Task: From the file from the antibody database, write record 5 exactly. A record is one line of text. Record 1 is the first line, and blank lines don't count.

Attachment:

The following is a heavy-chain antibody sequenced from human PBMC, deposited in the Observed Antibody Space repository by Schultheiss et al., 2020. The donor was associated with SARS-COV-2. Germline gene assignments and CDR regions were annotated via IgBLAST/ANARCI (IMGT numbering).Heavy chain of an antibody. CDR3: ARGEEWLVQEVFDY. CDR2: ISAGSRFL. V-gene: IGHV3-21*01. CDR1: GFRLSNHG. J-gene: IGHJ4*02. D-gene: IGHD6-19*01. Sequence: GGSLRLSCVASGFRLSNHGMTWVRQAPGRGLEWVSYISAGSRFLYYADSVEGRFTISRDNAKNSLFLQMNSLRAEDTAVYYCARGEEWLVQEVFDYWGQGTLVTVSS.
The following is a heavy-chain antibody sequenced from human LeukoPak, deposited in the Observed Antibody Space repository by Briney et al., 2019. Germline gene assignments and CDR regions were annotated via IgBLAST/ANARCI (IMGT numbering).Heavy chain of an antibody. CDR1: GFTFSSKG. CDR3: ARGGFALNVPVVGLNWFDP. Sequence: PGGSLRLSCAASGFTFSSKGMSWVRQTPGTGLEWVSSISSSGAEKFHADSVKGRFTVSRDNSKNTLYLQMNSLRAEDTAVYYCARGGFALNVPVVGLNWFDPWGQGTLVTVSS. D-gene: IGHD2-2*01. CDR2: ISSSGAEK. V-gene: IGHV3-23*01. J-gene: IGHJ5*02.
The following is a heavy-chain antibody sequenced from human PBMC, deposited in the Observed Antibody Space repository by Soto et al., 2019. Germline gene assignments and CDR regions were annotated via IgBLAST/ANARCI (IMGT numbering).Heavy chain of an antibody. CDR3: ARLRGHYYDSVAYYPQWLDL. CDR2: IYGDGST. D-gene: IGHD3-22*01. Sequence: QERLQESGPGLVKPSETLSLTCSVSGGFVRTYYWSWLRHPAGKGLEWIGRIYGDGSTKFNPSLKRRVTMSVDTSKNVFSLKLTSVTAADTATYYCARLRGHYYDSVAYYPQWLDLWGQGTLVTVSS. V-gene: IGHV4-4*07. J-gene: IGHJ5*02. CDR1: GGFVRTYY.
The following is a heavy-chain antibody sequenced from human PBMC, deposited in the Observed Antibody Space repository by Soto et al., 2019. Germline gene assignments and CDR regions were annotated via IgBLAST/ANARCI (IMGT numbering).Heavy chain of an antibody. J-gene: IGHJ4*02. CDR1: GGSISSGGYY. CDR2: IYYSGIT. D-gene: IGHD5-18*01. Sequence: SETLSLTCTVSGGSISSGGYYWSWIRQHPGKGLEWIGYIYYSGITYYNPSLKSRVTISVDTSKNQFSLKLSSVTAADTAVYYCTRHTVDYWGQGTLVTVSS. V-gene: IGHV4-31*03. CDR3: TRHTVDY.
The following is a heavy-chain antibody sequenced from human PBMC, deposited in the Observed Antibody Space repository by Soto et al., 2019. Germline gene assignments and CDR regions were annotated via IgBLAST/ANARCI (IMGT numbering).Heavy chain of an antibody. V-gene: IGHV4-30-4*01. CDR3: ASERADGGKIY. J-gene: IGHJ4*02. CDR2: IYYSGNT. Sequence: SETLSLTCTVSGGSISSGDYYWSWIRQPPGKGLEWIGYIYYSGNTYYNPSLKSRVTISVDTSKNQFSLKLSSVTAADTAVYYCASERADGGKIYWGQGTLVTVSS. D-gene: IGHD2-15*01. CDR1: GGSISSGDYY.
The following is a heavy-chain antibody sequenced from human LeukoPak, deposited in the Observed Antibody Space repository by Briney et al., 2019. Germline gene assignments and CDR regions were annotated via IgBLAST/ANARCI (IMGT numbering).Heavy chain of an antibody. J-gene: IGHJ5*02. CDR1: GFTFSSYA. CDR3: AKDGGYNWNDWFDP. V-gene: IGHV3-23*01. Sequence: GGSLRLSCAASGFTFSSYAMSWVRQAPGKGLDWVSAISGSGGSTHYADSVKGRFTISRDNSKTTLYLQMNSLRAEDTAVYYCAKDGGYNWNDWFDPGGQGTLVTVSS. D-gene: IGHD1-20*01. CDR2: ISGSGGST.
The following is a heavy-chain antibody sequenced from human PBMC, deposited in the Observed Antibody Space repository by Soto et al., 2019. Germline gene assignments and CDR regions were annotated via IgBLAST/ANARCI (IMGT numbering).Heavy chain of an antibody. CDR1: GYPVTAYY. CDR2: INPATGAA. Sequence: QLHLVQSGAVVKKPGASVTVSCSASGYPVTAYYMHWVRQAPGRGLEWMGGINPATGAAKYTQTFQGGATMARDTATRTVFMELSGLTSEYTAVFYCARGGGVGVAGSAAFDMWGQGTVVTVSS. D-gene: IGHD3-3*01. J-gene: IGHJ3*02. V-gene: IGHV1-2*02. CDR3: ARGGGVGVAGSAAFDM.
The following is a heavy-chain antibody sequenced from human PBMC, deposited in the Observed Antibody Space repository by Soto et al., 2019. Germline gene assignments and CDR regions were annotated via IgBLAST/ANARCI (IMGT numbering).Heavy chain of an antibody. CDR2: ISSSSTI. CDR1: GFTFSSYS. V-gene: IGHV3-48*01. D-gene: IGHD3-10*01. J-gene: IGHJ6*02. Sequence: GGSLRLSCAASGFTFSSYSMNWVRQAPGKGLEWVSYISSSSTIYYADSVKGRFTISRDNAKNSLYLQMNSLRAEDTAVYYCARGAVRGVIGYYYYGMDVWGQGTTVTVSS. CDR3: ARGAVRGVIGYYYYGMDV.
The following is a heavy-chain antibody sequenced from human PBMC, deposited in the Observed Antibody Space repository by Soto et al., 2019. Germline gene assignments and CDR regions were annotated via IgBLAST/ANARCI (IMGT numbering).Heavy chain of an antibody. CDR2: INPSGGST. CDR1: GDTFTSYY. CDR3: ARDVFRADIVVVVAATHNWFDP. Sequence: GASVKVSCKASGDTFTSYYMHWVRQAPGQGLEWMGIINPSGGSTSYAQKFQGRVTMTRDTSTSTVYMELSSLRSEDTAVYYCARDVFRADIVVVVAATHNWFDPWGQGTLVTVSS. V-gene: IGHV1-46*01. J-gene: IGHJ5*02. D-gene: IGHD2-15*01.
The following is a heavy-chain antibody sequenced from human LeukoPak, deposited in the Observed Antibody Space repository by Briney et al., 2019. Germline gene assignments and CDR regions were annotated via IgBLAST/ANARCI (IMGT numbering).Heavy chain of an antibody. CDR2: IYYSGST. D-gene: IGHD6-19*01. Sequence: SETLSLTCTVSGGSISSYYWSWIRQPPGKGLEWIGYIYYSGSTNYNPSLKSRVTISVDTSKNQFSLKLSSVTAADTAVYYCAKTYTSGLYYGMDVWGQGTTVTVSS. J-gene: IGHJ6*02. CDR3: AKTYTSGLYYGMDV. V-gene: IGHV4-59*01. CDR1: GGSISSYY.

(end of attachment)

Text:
The following is a heavy-chain antibody sequenced from human PBMC, deposited in the Observed Antibody Space repository by Soto et al., 2019. Germline gene assignments and CDR regions were annotated via IgBLAST/ANARCI (IMGT numbering).Heavy chain of an antibody. V-gene: IGHV4-30-4*01. CDR3: ASERADGGKIY. J-gene: IGHJ4*02. CDR2: IYYSGNT. Sequence: SETLSLTCTVSGGSISSGDYYWSWIRQPPGKGLEWIGYIYYSGNTYYNPSLKSRVTISVDTSKNQFSLKLSSVTAADTAVYYCASERADGGKIYWGQGTLVTVSS. D-gene: IGHD2-15*01. CDR1: GGSISSGDYY.